Springtime for Hiking

By: Finding 4000' Staff

Hiking in the spring is fun and dangerous up north. Here are some things to consider before hitting the trail.

I hate the spring. The snow is gone, the trees are bare, the “lilacs breed from the dead earth”, and everything screams in the throws of awakening from snow covered slumber into and unforgiving world. Spring is the puberty of the seasons, and I just want it to be over. (by extension fall is the menopause of the seasons).

This is the kind of stuff you can’t get from Ryan at REI.  

 Jack Nicholson with a pretty severe case of Hypothermia. (This could be you).

Jack Nicholson with a pretty severe case of Hypothermia. (This could be you).

  1. There are more cases of hypothermia in the spring and fall than the winter. Hypothermia happens when hikers get wet. So be sure to pack a rain jacket. I don’t care what the weather says, bring a rain jacket or you will turn as purple as the kind bud I chief on the daily.
  2. The trail conditions will be all over the place. So check a trail report. Often there will be like no snow for the first mile, and then things get sketchy.
    1. In the spring sometimes monorails form on the trail. These are mounds of hard packed snow that run up the middle of the trail. You will probably need microspikes to deal with them, especially if they are hard and wet.
    2. Summits are still pretty dangerous in the spring. Depending on the amount of snow still hanging on, there can be considerable slippage.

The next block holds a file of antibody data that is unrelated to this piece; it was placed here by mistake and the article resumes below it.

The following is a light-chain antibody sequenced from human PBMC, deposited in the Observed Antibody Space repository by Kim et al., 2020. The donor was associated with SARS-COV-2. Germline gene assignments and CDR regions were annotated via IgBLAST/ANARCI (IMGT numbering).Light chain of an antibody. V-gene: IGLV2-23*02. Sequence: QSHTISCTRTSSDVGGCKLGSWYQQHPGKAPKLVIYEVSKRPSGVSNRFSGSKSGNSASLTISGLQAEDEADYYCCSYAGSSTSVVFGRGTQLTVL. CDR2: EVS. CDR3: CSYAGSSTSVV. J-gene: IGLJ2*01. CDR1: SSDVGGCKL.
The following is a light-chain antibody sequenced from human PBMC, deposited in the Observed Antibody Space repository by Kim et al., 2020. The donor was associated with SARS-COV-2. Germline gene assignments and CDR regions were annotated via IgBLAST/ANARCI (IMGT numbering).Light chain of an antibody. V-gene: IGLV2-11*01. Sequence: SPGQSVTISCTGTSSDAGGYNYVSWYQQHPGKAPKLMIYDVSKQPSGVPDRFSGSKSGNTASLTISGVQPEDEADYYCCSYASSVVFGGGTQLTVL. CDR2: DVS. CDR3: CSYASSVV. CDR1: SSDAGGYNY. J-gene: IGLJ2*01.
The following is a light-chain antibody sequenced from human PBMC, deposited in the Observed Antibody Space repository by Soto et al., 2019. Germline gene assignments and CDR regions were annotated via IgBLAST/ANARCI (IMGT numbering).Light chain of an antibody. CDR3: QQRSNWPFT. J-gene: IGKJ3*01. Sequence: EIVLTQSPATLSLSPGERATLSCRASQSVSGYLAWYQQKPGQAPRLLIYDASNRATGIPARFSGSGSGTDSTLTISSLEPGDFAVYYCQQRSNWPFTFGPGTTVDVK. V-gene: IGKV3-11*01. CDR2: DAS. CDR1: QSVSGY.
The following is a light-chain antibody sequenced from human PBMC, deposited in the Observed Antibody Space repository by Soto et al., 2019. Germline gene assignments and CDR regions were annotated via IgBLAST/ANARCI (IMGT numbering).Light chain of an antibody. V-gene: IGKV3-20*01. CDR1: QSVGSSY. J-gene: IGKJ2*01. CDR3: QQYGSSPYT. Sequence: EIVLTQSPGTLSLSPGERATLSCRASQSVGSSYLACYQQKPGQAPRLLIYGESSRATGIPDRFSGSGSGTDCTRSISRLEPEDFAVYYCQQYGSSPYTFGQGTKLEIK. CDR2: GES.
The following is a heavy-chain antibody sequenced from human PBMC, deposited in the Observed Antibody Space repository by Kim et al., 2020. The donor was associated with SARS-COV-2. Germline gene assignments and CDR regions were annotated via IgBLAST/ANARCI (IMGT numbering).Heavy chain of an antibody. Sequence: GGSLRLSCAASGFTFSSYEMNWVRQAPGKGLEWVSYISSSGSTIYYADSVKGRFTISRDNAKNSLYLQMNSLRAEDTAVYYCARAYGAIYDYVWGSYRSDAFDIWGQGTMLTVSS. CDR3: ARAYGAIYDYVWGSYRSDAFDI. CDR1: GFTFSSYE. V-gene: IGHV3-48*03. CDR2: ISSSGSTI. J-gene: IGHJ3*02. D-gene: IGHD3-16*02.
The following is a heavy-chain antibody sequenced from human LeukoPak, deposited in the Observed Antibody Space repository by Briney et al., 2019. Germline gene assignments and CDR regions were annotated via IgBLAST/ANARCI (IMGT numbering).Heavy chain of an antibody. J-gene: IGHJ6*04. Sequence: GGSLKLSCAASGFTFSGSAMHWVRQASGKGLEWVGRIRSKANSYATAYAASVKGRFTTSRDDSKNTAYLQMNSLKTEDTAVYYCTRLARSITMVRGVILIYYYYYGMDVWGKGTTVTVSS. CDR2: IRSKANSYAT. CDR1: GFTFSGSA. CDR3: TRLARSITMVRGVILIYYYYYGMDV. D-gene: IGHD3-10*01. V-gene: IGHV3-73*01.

3. Parts of the trail that may have been easy in the summer will be downright impossible in the winter and spring. Play it safe. No summit is worth cracking your brain shell open.
  3. If there are river crossing, they may be difficult. Two years ago I was hiking in the spring, and I slipped in a river crossing. My tent slid out of the top of my pack and downstream (luckily I was able to recover it, and then hike down with a water logged tent weighing like 60lbs on my back)
  4. Don’t die. If you get halfway up a trail and realize you don’t have the gear you need to continue safely, then go get a beer or something. Always remember that you will have to be able to get down the trail that you are hiking up. Especially in snowy conditions heading down can be much more difficult and dangerous.  People go missing and die, and we are often left wondering why they took some unnecessary risk.
  5. CHECK THE FREAKING WEATHER. If you are hiking in the Whites the Mount Washington Observatory provides a very in depth weather report.
  6. When you get home write a trail report so that others may be prepared and travel safely.
 Finding 4000' Staff Writer just before deciding to turn back on Osceola. (Spring 2016)

Finding 4000' Staff Writer just before deciding to turn back on Osceola. (Spring 2016)